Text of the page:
Pass by the Feshane and head on towards Eyüp. The Zal Mahmut Paşa complex designed by Mimar Sinan stands on your left. Legend has it that Sadrazam Zal Mahmut Paşa and his wife Şah Sultan were so deeply enamored with each other that they both fell ill and died on the exact same day at the exact same hour. They are buried together in the complex.


Carry on up the road to Eyüp, arguably Istanbul's most conservative and visibly religious neighborhood. The focal point of the region is the stunning Eyüp Mosque. The narrow streets of Eyüp wind through its gigantic cemetery filled with beautifully wrought gravestones and tombs (türbe). This mystical atmosphere is ruined by music blaring from stands selling "Islamic Arabesque" and the tackiest Islamic souvenirs imaginable. After Mecca, Medina and Jerusalem, this is the fourth holiest Islamic site in the world. By rights, it should be a haven of peace and quiet introspection.

Ebu Eyyûb Ensari was a close friend and standard-bearer of the Prophet Mohammed. He is more commonly known as Eyüp Sultan. He is said to have died during an Arab siege on Istanbul. After the conquest of Istanbul by the Turks, a tomb, mosque and imaret (soup kitchen) were built on the site of his grave by Akşemseddin, Fatih Mehmet the Conqueror's "hoca" (teacher). The complex worked like a magnet drawing people to the region, turning Eyüp into a hive of activity. The mosque is filled with treasures for the eye as well as for the soul, including valuable carpets, chandeliers and lamps, a massive plane tree in its courtyard and a stunning tile-covered tomb. The surrounding streets feature many important tombs and mosque complexes (külliye).

Eyüp used to be famous for its wooden toys, perhaps because Eyüp Sultan is reputed to have loved children. White clay from the shore was used to make ceramics decorated with blue patterns. Eyüp was also renowned for its "kaymak" or clotted cream that came from Bulgarian dairy farms. Sadly, these are all things of the past. Today, Eyüp's market boasts two important addresses: the Akmanoğlu Bakery that opened in 1883 and Osmanlı Hanımeli, a humble local eatery. The grandiose sister establishments of the Mihmandar Lokantası (restaurant) and Ensar Tatlıcısı dessert shop are two of Eyüp's more "swanky" establishments.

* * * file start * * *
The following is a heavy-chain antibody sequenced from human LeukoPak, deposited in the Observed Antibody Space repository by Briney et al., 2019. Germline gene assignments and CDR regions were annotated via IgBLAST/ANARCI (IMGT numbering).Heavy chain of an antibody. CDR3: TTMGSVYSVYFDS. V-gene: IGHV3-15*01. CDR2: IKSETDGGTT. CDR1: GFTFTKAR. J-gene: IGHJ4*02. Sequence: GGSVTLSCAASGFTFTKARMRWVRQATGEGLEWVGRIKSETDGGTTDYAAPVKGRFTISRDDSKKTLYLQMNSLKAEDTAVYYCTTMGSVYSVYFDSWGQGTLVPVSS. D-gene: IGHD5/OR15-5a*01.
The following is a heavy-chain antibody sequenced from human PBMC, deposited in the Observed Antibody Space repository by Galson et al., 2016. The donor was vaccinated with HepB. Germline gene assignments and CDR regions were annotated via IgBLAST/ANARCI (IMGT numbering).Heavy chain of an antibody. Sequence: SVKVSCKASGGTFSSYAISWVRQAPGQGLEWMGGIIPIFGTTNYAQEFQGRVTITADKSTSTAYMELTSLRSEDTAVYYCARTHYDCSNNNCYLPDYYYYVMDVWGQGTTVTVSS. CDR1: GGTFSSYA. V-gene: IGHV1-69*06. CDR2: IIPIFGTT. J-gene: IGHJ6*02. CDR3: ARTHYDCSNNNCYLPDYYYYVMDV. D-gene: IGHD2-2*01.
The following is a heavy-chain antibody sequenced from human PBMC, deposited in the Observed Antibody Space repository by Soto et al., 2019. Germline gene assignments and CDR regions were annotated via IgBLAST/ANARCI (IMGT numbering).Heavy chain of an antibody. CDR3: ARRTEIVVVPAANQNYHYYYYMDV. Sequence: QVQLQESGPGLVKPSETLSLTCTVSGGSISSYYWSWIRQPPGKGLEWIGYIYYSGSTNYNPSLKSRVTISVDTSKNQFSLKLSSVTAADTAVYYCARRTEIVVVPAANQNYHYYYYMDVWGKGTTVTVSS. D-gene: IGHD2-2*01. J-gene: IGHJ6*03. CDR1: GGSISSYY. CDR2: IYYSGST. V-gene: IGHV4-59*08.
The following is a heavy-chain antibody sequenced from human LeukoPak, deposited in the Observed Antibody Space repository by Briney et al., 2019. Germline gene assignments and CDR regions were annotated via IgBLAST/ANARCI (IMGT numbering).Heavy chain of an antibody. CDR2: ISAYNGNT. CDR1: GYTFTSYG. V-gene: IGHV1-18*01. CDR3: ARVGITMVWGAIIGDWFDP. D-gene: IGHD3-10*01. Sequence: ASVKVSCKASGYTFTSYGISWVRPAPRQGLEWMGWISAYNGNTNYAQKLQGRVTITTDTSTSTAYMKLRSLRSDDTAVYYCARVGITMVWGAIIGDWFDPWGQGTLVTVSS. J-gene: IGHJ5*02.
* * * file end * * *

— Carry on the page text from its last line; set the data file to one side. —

Enter the beautiful park across from the entrance to the Eyüp Cemetery and head back down to the shore. The Sultanate Caiques wait below. Enjoy a tour of the Golden Horn either alone or with a group on Istanbul's version of the Venetian gondola. Otherwise, do as the masses do! Save money and hop on one of the hourly Turkish Maritime Line motorboats that cross over from Üsküdar on the Asian side to Eminönüand on up the Golden Horn, returning via the same route. That way, you get the same tour for a fraction of the cost.

We have come to the end of the most heavily populated area of the Golden Horn. Our original plan was to remain on the shore, but no trip to the Golden Horn is complete without enjoying the view from Eyüp. Lamartin famously said that any man would die happy overlooking this view. Continue by heading straight up Karyağdı Sokak, passing among touching gravestones along the way. Eyüp is a surprisingly peaceful cemetery, devoid of any morbid fascination. The Kaşgari Tekke stands on the left on your way up. On your right, the slopes leading down to the Golden Horn are covered in gravestones. However, this is one empty tract of land. This was once the Executioners' Cemetery. The few remaining headstones stand far away from those of their neighbors who did not wish to be buried near the executioners. You pass by the grave of painter Avni Lifij as you approach the Pierre Loti cafè, named after the French writer who wiled away many an hour here. Rabia Hanım, the founder of the cafè, is buried in the cemetery to your right. The cafè has an awesome view of the Golden Horn, stretching from Kağıthane to the Marmara. If you can, try to get here before sunset so that you can see the Golden Horn at its best as you savor a frothy cup of Turkish coffee.




The Shores of the Golden Horn
Finding the Wildest Fish & Finest Wines – on the Aegean Coastline
Gone To The Dogs? Or Doggone Progress?
Green Patriarch: The Environment and Interfaith Dialogue
Kalamis: Then and Now
Mehmet Konuralp: ”There's something captivating about Haghia Sophia”
Sweetness and light: The art of Baklava
The Mysteries of the ”Tespih”
Birsen's Horizons
Fred's Trip Logs
Bahar's Views on...
Business World
From Members' Pen
Interviews with Members
Moms & Kids Corner
Pets with Dr. Demirel
The archives of The Guide
The Archives of Turkishtime
Teen's world

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The Shores of the Golden Horn
Finding the Wildest Fish & Finest Wines – on the Aegean Coastline
Gone To The Dogs? Or Doggone Progress?
Green Patriarch: The Environment and Interfaith Dialogue
Kalamis: Then and Now
Mehmet Konuralp: ”There's something captivating about Haghia Sophia”